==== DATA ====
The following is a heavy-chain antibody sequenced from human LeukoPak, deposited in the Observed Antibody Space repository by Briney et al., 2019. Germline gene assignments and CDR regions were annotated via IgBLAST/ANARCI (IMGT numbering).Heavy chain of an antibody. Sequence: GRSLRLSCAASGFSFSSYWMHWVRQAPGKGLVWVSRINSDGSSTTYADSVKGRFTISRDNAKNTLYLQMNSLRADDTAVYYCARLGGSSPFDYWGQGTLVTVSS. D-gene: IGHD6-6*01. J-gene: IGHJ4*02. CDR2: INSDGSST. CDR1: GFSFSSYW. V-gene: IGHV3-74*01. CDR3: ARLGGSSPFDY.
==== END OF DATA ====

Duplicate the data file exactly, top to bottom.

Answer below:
The following is a heavy-chain antibody sequenced from human LeukoPak, deposited in the Observed Antibody Space repository by Briney et al., 2019. Germline gene assignments and CDR regions were annotated via IgBLAST/ANARCI (IMGT numbering).Heavy chain of an antibody. Sequence: GRSLRLSCAASGFSFSSYWMHWVRQAPGKGLVWVSRINSDGSSTTYADSVKGRFTISRDNAKNTLYLQMNSLRADDTAVYYCARLGGSSPFDYWGQGTLVTVSS. D-gene: IGHD6-6*01. J-gene: IGHJ4*02. CDR2: INSDGSST. CDR1: GFSFSSYW. V-gene: IGHV3-74*01. CDR3: ARLGGSSPFDY.